NOTE: This post was written by Jared Myers of the RSA Incident Response Team. It original appeared on RSA's Speaking of Security blog site: https://blogs.rsa.com/wolves-among-us-abusing-trusted-providers-malware-operations/
Within the past year the RSA Incident Response (IR) team has worked multiple APT engagements where they’ve identified the adversary’s malware using a unique method of determining its Command and Control (C2) server. By leveraging trusted content providers, such as popular shopping sites and discussion forums, adversaries can perform operations within a network in plain sight. By replacing a hard-coded beacon address within malware with a simple user name, binaries can transmit a basic lookup for activity made by fake accounts on public discussion forums that contain dynamic IP addresses for communications.
As an example, RSA IR discovered use of malware known as PNGRAT during a recent response effort. PNGRAT, which has since been publicly documented as ZoxPNG, is a substantially equipped trojan with the ability to manage files, enumerate and control processes, and execute commands. In this particular variant, there were additional features that allowed the malware to collect stored HTTP credentials from the registry of the compromised system, as well as monitor for RDP connections. More importantly, these samples of PNGRAT did not contain a hardcoded IP address or domain for C2 communications.
RSA has noted many adversaries who use public services for C2 architecture in order to prevent detection. However, the method in which the C2 IP address is acquired from these samples is considered unique. In this PNGRAT variant, the malware used the method of retrieving its download instructions from Microsoft’s Technet website. By connecting to Technet and retrieving the user profile for a hardcoded user account, PNGRAT retrieved an IP address for further C2 connections. This IP address is stored and encoded within the user profile. Though encoded, the address did have a particular header and footer that made it obvious to those who knew to look for it:
These C2 messages were made into legitimate discussions on the Microsoft Technet forums, such as shown in the figure below. In the example highlighted in the red box, the decoded IP Address is 127.0.0.1.
The malware searches for this value and then retrieves the encoded data stored between “@MICR0S0FT” and “C0RP0RATI0N“. This value is the result of a fairly simple encoding routine. Every two bytes represents a single number, which when combined back together creates an octet of an IP address.
As described in the example below, the IP address if 192.168.1.1 can be encoded as amyzbabq and would be stored on Technet as:
Each octet of the IP Address is encoded using two characters. The table below breaks down the original values for each set of characters.
|First set||Second set||Third set||Fourth set|
To determine the first octet simple logic is applied to each character of the first set.
The decimal value for each character is obtained. For the set of ‘
am’, this would be
97 for ASCII letter ‘
109 for ASCII letter ‘
The second value,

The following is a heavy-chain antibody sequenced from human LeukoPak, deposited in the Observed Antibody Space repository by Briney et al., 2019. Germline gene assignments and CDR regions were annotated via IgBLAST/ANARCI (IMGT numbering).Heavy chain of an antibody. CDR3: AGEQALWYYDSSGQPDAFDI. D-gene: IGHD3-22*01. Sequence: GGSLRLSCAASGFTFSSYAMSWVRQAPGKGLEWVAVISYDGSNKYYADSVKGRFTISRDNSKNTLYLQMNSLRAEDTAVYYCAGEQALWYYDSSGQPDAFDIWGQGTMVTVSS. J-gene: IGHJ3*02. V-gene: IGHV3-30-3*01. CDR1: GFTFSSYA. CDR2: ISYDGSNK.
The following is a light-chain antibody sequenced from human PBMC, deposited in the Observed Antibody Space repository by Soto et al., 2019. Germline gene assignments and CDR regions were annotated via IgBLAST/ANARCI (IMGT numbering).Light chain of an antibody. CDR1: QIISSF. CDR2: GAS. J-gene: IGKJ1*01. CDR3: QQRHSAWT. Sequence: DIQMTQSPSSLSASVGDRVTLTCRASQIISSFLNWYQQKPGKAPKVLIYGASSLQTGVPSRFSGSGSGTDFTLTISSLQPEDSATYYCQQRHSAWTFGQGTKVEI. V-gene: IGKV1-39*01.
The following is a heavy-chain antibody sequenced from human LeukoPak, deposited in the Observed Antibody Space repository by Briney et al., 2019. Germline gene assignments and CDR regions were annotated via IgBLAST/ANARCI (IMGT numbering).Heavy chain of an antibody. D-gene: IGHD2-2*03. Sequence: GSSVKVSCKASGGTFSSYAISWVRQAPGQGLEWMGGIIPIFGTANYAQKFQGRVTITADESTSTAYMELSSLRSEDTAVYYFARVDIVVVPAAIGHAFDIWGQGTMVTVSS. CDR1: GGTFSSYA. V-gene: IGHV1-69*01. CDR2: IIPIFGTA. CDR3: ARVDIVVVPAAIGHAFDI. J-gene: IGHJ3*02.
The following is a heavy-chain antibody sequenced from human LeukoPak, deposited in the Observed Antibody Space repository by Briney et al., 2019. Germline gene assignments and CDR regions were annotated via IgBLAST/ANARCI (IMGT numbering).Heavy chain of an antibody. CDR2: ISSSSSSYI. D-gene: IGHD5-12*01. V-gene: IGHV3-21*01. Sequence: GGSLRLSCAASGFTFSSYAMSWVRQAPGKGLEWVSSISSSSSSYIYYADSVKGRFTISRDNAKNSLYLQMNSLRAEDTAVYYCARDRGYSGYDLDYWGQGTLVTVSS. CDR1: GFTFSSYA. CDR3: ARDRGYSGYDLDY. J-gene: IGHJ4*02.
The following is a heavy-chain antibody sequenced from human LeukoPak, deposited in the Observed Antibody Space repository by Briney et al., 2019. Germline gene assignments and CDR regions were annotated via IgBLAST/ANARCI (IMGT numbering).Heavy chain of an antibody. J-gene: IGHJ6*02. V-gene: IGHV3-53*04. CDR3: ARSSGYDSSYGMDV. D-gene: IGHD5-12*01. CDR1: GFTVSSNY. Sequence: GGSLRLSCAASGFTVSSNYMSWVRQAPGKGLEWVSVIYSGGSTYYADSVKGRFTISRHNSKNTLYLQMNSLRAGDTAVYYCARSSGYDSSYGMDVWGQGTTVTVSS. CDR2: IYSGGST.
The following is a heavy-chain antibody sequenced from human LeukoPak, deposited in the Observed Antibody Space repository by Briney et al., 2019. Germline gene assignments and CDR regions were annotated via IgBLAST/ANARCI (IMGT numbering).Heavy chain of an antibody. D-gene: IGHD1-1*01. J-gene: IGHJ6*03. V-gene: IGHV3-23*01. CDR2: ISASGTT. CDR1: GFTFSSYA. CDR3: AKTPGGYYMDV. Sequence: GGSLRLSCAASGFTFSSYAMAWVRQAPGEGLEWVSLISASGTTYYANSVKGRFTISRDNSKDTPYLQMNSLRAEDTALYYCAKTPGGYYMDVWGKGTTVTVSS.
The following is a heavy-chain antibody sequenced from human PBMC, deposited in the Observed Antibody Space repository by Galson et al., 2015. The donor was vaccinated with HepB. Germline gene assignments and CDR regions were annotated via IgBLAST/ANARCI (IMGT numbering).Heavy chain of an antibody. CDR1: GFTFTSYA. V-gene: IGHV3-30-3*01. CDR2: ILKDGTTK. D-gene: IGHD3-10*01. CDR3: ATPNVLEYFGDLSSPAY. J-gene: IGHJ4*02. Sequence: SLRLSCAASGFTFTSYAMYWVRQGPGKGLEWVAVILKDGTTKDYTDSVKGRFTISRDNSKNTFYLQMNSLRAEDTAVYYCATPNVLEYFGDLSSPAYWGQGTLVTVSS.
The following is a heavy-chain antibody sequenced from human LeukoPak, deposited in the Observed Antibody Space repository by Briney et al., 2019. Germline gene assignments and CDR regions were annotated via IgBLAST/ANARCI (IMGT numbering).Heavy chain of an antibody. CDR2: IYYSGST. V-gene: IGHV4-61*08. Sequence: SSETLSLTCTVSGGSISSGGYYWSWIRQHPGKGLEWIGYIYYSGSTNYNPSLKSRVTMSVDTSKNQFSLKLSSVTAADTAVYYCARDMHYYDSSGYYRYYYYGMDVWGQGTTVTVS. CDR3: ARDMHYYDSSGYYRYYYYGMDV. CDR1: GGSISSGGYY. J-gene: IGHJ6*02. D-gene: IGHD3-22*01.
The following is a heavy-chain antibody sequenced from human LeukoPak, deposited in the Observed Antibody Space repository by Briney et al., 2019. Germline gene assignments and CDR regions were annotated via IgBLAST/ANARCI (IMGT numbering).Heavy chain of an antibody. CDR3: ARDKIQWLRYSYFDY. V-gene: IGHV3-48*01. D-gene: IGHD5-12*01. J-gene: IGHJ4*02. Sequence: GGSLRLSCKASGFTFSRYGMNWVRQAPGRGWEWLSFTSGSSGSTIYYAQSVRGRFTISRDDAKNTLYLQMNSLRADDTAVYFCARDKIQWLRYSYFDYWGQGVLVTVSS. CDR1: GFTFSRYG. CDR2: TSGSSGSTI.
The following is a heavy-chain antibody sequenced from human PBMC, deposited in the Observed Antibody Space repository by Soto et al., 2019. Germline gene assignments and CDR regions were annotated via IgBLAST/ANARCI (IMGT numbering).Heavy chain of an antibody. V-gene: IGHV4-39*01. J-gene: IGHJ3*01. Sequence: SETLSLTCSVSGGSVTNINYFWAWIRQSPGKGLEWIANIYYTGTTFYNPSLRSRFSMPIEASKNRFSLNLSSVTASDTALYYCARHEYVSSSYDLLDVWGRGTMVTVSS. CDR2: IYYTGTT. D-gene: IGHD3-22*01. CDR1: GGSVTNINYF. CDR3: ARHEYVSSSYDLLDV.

109, is then bit-shifted left by 4. The resulting value is then added to the value of the first character,
The routine then subtracts the value of
0x71) from the sum and cast as a single byte (commonly seen as “&
0xFF”). The resulting value is
192, the first octet of the IP address.
The same logic is followed for the remaining octets.
|1||109 << 4||0x06D0 (1744)|
|2||1744 + 97||0x0731 (1841)|
|3||1841 – 113||0x06C0 (1728)|
|4||1728 & 0xFF||0x00C0 (192)|
It should be noted that several letter combinations could produce the same value once decoded. This is demonstrated in the example 192.168.1.1, which we show in an encoded form as ‘amyzbabq’, both the value ‘ba’ and ‘bq’ will properly decode to the value of 1.
The retrieval of this traffic is stored in plain text and can be easily tracked by a comprehensive network-monitoring solution. RSA’s Security Analytics and ECAT can both be leveraged to assist security hunters in detecting this activity, and an adversary early in their campaign. Using a custom LUA Parser for Security Analytics, security can be alerted to the presence of this malware in their environment by inspecting all network traffic for this unique encoding structure. Instead of passively allowing all traffic from a trusted provider, incorporating parsers, like the one provided leaves no packet unsearched. This decoder will detect the activity, decode the IP address, and store it as an indexed value for detailed analysis, under IP Alias (which is illustrated in the image below). This parser is provided along with this blog, along with a Yara Rule for the executables, which can be used independently or ingested into ECAT. The image below illustrates how the alert that will be observed in Security Analytics.
While the attached parser has been tested and used by the RSA IR Team without issue or impact in multiple SA environments for our customers, custom content should always be tested and its performance implications considered before integrating additional content into an organization’s SA infrastructure.
Additionally, RSA has created a simple Python script for automatically decoding these values that can be leveraged or implemented into other internal projects. This file is also provided along with the publication. For more questions about this blog post or other information in general, please contact us at FirstResponse@rsa.com
All of the files that were referenced in this blog can be located in this archive